Bound by their commitment to serve 16 states and territories, both networks provide students with tuition saving options. Schools popular with Guam students, such as the University of Hawaii at Manoa and the University of Nevada, Las Vegas, fall under this consortium.
The University of Hawaii is a popular school for students from Guam, and a more affordable option for local students. (Photo: Getty Images)
“The students who attend school off island go for the full college experience — being away from home and on the road,” said Avice Perez, a college adviser at Father Duenas Memorial School.
More affordable options include attending the University of Guam, Guam Community College, Pacific Islands University or starting school on Guam before transferring to a four-year school.
Guam students typically have to pay out-of-state tuition if they leave the island and attend school elsewhere.
Guam Community College offers 12 career and technical education programs in six public high schools. Courses include culinary, technology and automotive training, among others.
“Coming out of a high school with career technical education, students will have an advantage if they complete their certification, come through the Guam Community College, and go back to the workforce with the certificates,” said John Dela Rosa, assistant director of communications and promotions at Guam Community College.
In a workforce conference held Sept. 2-4, Dela Rosa noted that every participating industry said they were seeking a skilled labor force.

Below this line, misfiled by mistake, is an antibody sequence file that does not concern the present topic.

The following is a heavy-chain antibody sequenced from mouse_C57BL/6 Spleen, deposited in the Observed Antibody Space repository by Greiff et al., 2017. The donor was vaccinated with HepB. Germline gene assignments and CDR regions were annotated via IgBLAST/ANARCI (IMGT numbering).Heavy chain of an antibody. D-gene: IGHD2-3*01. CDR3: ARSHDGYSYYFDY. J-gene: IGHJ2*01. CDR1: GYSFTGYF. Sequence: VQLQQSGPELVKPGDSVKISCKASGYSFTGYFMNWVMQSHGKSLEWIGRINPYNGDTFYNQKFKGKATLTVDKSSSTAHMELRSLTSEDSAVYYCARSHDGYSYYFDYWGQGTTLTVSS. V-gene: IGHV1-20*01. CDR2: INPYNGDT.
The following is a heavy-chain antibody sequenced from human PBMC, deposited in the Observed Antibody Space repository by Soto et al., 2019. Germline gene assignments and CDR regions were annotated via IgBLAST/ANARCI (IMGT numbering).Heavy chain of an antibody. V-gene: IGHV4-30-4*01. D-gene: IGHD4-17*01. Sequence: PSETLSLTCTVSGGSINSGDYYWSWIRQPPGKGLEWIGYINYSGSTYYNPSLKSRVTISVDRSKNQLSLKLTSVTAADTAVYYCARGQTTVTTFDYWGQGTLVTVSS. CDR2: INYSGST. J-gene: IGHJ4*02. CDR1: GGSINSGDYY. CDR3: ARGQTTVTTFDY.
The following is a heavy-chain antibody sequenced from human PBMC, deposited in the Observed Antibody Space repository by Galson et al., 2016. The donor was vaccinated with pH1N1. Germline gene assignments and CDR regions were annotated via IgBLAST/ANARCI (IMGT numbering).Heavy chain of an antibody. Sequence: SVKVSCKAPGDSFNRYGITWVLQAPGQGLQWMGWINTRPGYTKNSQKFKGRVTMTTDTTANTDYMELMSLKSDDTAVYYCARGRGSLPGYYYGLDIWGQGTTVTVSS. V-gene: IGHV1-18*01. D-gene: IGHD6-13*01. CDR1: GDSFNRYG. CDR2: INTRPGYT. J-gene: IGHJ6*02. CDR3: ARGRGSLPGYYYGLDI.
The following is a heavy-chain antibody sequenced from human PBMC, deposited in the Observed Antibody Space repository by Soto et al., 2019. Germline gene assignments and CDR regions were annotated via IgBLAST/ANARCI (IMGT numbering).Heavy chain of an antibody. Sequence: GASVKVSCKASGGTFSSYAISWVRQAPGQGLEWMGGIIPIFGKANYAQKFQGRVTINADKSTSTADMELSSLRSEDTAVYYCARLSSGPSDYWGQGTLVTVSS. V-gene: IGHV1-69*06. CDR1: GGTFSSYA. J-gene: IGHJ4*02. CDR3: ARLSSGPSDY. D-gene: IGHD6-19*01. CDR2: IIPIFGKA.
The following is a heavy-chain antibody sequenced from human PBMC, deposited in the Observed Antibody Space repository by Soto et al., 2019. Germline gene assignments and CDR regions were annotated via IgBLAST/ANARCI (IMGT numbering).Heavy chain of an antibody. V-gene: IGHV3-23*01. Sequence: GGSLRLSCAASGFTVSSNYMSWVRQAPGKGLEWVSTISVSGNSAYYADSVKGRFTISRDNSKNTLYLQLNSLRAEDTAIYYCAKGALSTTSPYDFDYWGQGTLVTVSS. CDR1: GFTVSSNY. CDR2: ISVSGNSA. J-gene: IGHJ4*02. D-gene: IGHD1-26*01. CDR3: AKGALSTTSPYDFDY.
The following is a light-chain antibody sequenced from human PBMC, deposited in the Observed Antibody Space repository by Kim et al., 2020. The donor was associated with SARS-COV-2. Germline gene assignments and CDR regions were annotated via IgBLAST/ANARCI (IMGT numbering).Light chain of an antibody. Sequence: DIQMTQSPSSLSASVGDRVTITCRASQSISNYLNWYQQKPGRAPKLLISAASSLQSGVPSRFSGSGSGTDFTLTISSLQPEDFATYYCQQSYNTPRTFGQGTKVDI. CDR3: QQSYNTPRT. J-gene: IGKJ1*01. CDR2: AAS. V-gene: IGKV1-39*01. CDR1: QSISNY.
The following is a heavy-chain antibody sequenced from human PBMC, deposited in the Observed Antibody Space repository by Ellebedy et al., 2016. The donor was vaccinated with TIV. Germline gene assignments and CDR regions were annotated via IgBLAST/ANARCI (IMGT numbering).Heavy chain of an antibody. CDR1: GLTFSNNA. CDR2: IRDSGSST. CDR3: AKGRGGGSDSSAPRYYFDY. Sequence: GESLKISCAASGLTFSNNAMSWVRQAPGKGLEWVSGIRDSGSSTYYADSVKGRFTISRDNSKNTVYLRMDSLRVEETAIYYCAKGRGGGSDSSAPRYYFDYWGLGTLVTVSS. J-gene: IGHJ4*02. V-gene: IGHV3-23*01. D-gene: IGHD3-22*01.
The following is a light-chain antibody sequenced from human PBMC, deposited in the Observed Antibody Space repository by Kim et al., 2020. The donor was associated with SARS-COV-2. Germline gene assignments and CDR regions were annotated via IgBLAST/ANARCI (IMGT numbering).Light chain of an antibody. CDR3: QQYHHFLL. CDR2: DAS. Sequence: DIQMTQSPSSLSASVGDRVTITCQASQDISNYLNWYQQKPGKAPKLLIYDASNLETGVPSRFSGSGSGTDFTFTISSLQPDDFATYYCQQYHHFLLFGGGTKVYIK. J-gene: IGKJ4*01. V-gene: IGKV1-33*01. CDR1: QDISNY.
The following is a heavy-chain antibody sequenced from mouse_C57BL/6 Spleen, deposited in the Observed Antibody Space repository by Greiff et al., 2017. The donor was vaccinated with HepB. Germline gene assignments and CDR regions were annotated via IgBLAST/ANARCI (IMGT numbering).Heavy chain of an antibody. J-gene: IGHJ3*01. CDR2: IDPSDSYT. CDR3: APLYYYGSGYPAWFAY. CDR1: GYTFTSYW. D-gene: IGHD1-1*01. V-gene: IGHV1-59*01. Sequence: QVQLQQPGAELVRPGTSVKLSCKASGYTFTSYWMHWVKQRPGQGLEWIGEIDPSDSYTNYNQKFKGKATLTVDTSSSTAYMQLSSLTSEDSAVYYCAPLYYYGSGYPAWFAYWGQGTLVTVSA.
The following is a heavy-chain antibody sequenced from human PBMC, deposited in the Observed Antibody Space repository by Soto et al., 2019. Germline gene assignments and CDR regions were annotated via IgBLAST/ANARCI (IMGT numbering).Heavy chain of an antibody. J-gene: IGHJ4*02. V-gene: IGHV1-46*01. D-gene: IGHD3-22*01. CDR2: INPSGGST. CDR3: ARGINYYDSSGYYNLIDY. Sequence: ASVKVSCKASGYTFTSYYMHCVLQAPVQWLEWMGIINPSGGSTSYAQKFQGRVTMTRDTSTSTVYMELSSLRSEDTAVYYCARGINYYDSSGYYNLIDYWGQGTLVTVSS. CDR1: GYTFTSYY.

Staying on Guam
Some parents of 2020 graduates opted for their children to defer or cancel enrollment off island and attend school at home.
“They realized the institution will always be there, but they didn’t know if it was worth their children’s safety and well-being,” Perez said.
The Guam Community College campus in Mangilao, July 31, 2020. (Photo: Frank San Nicolas/PDN)
Other students, excited to start college but unsure of where to go, will choose to stay on Guam for lower tuition rates.
“They want to do something, but they don’t know where they want to go, so some will stay to start their higher education and finish the core curriculum requirements,” Perez said.
Once students complete the general education requirements at a cheaper rate, they work with academic advisers to transfer credits and attend a stateside or international college.
Increasingly, students across the country are taking gap years.
“I don’t recommend a gap year for all students because they’ve been building this momentum and a year off can derail them,” Shiu said.
Studies have shown that some students who take gap years are less likely to return to the classroom, and delaying college might lead to a reduction in wages.
But driven students who feel burnt out from pushing through high school may benefit from a gap year, Shiu said.
Before and during college applications, students face the impending and overwhelming question: What do they do for the rest of their lives, career-wise?
“One of the things I always share with my students is that you need to make a choice by the end of high school,” said Joseph Lujan, a school counselor at John F. Kennedy High School.
The college admissions process represents the first step among many applications and opportunities in life.
“But it’s not your end game, and you can always change your mind,” Lujan said.